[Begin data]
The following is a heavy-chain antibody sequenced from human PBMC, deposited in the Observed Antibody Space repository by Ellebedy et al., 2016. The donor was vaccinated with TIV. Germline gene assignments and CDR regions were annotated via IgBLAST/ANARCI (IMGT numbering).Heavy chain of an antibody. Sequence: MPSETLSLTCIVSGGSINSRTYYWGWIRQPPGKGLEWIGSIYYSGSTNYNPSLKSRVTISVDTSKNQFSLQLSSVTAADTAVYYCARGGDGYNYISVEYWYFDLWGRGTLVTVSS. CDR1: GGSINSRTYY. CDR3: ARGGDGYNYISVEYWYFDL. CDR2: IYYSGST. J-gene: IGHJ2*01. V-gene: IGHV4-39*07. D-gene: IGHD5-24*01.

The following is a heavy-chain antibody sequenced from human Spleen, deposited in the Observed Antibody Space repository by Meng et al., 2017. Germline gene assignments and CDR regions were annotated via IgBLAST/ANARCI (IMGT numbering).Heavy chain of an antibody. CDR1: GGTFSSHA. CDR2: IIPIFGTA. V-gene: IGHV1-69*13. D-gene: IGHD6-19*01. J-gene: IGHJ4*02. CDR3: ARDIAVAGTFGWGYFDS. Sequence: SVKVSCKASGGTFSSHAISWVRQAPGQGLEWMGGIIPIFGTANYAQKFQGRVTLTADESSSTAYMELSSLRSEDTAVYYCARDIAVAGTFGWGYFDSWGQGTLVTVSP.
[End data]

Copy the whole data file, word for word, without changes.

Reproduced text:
The following is a heavy-chain antibody sequenced from human PBMC, deposited in the Observed Antibody Space repository by Ellebedy et al., 2016. The donor was vaccinated with TIV. Germline gene assignments and CDR regions were annotated via IgBLAST/ANARCI (IMGT numbering).Heavy chain of an antibody. Sequence: MPSETLSLTCIVSGGSINSRTYYWGWIRQPPGKGLEWIGSIYYSGSTNYNPSLKSRVTISVDTSKNQFSLQLSSVTAADTAVYYCARGGDGYNYISVEYWYFDLWGRGTLVTVSS. CDR1: GGSINSRTYY. CDR3: ARGGDGYNYISVEYWYFDL. CDR2: IYYSGST. J-gene: IGHJ2*01. V-gene: IGHV4-39*07. D-gene: IGHD5-24*01.

The following is a heavy-chain antibody sequenced from human Spleen, deposited in the Observed Antibody Space repository by Meng et al., 2017. Germline gene assignments and CDR regions were annotated via IgBLAST/ANARCI (IMGT numbering).Heavy chain of an antibody. CDR1: GGTFSSHA. CDR2: IIPIFGTA. V-gene: IGHV1-69*13. D-gene: IGHD6-19*01. J-gene: IGHJ4*02. CDR3: ARDIAVAGTFGWGYFDS. Sequence: SVKVSCKASGGTFSSHAISWVRQAPGQGLEWMGGIIPIFGTANYAQKFQGRVTLTADESSSTAYMELSSLRSEDTAVYYCARDIAVAGTFGWGYFDSWGQGTLVTVSP.